You/your child are scheduled to have an endoscopy and/or biopsy. These procedures are helpful for figuring out if a person has celiac disease. In this handout, you will learn what to expect at your/your child’s endoscopy and/or biopsy.

What is Celiac Disease?

Celiac disease is an autoimmune disease in which a person cannot eat gluten (a protein found in wheat, rye and barley). In people with celiac disease, gluten damages the small intestine. Over time, the damage affects how the small intestine absorbs nutrients from food. Autoimmune diseases cause the immune system (system that fights germs and infections) to mistakenly attack healthy cells.

What are Endoscopy and Biopsy Procedures?

An endoscopy is a procedure in which a doctor looks at the digestive tract (throat, stomach and intestines) with an endoscope (a thin, flexible tube with a light and camera attached). The endoscope is guided down a person’s throat and into their small intestine. An endoscopy does not cause pain because there are no nerve endings in the lining of the small intestine.

A biopsy is a procedure in which doctors remove small pieces of tissue from the body and check them under a microscope for signs of disease or infection.

Why Do I/My Child Need an Endoscopy and/or Biopsy?

Endoscopies and biopsies are the best way to diagnose celiac disease. A gastroenterologist (doctor who treats people with disorders of the stomach and intestines) will do an endoscopy if your/your child’s blood tests or genetic tests show signs of celiac disease.

How to Prepare for an Endoscopy and/or Biopsy

Before the Procedure

  • Follow the doctor’s instructions on what you/your child can eat or drink before the procedure. The stomach and intestines must be empty before the procedure. This helps the doctor take clearer pictures during the endoscopy.
  • In the weeks leading up the procedure, you/your child must eat foods that contain gluten. While this might be uncomfortable, it is an important step in seeing whether symptoms get better when gluten is removed from your/your child’s diet.
  • Depending on your/your child’s age, you/they will be placed under general anesthesia or under light sedation (medication to help them feel drowsy and relaxed). Children receive general anesthesia. Teens and young adults are given sedation.
  • The doctor will give you/your child a pain-relieving throat spray, so you/they do not feel the endoscope when it goes down.

During the Procedure

  • Doctors use an endoscope to check for signs of damage in the small intestine. They will guide the endoscope gently down your/your child’s throat until it reaches the small intestine.
  • The endoscope has tiny tools attached for taking samples. Doctors will take 4-6 small samples of the lining of the small intestine to check under a microscope. The lining of the small intestine does not have nerve endings. You/your child will not feel pain when doctors take the samples.
  • An endoscopy and/or biopsy usually takes 30 minutes (half an hour).

After the Procedure

  • You/your child can go home when the anesthesia or sedation wears off. You/they will stay in a recovery room while it wears off. Even after a minor procedure, it is a good idea to prepare for a friend or family member to bring you/your child home.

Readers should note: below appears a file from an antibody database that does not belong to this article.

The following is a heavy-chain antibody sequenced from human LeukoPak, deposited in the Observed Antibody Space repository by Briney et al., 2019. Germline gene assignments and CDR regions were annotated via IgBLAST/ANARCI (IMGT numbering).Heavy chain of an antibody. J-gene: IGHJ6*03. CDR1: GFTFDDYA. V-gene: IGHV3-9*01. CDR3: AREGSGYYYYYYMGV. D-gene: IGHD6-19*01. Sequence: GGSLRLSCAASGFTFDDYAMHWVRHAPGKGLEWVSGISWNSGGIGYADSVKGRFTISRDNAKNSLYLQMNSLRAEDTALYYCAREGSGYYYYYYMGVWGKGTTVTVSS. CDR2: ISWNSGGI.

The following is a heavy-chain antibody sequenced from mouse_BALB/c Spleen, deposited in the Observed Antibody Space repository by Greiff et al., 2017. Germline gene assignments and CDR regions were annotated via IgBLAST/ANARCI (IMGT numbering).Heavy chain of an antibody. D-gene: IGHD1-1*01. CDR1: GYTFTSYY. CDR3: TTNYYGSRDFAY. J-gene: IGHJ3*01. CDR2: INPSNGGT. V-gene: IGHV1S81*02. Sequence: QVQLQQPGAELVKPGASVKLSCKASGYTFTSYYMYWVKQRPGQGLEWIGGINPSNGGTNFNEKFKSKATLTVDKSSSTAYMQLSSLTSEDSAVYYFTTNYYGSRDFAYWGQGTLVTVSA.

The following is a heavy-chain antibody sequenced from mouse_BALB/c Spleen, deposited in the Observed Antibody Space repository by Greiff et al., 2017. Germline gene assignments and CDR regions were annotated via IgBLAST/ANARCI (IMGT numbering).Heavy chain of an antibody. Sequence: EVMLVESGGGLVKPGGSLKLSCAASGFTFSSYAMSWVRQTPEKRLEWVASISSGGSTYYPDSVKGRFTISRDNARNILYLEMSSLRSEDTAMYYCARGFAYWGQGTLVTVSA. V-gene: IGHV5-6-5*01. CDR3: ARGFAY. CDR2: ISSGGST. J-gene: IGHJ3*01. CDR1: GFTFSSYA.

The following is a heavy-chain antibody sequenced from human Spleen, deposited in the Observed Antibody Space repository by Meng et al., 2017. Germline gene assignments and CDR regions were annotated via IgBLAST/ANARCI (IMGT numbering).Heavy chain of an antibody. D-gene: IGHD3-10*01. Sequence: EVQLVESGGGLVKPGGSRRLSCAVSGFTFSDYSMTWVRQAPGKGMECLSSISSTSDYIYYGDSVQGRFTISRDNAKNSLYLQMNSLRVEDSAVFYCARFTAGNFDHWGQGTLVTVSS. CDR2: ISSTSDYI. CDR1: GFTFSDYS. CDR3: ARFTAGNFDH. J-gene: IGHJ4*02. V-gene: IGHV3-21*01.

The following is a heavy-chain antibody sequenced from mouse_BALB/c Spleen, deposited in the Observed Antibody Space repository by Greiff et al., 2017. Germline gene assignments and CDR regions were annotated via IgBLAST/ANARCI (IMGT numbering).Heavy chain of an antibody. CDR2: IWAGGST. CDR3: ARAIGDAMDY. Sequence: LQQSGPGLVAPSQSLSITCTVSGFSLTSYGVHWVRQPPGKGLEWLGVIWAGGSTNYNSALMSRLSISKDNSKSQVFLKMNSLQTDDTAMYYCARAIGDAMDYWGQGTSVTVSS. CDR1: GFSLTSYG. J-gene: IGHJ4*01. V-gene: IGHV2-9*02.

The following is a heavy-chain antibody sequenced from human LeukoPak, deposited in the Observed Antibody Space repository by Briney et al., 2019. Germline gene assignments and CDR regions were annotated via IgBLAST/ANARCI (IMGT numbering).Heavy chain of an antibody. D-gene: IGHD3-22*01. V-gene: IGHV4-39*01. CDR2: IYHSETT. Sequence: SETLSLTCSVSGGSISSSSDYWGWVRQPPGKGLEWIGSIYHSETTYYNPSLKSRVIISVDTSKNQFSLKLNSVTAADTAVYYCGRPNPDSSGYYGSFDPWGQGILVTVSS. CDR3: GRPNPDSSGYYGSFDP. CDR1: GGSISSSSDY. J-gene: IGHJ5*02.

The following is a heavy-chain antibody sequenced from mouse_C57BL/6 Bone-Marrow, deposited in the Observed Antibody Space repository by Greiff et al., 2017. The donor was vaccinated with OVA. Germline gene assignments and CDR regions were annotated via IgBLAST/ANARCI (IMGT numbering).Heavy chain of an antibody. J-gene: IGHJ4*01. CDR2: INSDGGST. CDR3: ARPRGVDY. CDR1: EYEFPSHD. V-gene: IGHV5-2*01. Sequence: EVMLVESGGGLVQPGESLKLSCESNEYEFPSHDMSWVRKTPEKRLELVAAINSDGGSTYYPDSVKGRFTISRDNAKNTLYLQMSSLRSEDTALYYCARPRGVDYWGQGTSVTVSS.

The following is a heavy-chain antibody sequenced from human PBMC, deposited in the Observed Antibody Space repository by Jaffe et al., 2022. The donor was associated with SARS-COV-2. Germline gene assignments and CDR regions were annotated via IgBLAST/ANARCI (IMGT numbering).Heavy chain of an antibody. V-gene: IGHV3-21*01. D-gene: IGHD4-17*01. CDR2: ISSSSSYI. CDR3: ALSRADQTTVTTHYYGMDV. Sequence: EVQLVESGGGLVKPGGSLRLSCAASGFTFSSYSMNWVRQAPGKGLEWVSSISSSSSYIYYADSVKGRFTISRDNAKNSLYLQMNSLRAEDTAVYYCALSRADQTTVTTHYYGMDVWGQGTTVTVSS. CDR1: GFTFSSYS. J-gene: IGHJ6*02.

• It is normal for you/your child to have a sore throat, feel drowsy or have bloating. These symptoms usually go away after a few hours.

How Do Doctors Treat Celiac Disease?

If the results come back positive for celiac disease…

  • Follow a strict gluten-free diet under the care of a licensed dietitian. While there is no cure for celiac disease, following a gluten-free diet lets the intestine heal. Symptoms typically get better after removing gluten from your/your child’s diet.

If the results come back negative for celiac disease...

  • You/your child might have another condition called gluten sensitivity (also called non-celiac gluten sensitivity, or NCGS). People with NCGS often have the same symptoms as people with celiac disease. NCGS is not an immune reaction to gluten. It does not damage the small intestine.
  • It is also possible that you/your child have potential celiac disease. This means you/they might develop the disease later on.

Did You Know...?

Doctors use a system called Modified Marsh Scores to check the level of damage to the small intestine caused by celiac disease. Marsh scores range from stage 0, 1, and 2 to stage 3a, b, or c. Most doctors diagnose people with celiac disease with a Marsh score above 3.

Can I/My Child Be Diagnosed with Celiac Disease Without an Endoscopy and/or Biopsy?

There are two instances in which you/your child can be diagnosed with celiac disease without an endoscopy and/or biopsy. These include:

  • Signs of dermatitis herpetiformis (also called Duhring’s disease), a red, itchy and bumpy rash caused by an immune reaction to gluten. Doctors might remove a small piece of skin near the rash and check it under a microscope.
  • If you/your child show ALL of the following signs:
    • Symptoms of malabsorption (when the body cannot absorb nutrients from food)
    • Symptoms that go away on a gluten-free diet
    • In blood tests, 10 times the typical levels of antibodies (blood proteins the body makes in response to a foreign substance) called tTg-IgA
    • In blood tests, the presence of an antibody called EMA-IgA
    • In genetic tests, the presence of HLA-DQ2 and HLA-DQ8 (the two most common genes related to a diagnosis of celiac disease)

Rev. 03/2021. Mass General for Children and Massachusetts General Hospital do not endorse any of the brands listed on this handout. This handout is intended to provide health information so that you can be better informed. It is not a substitute for medical advice and should not be used as treatment of any medical conditions.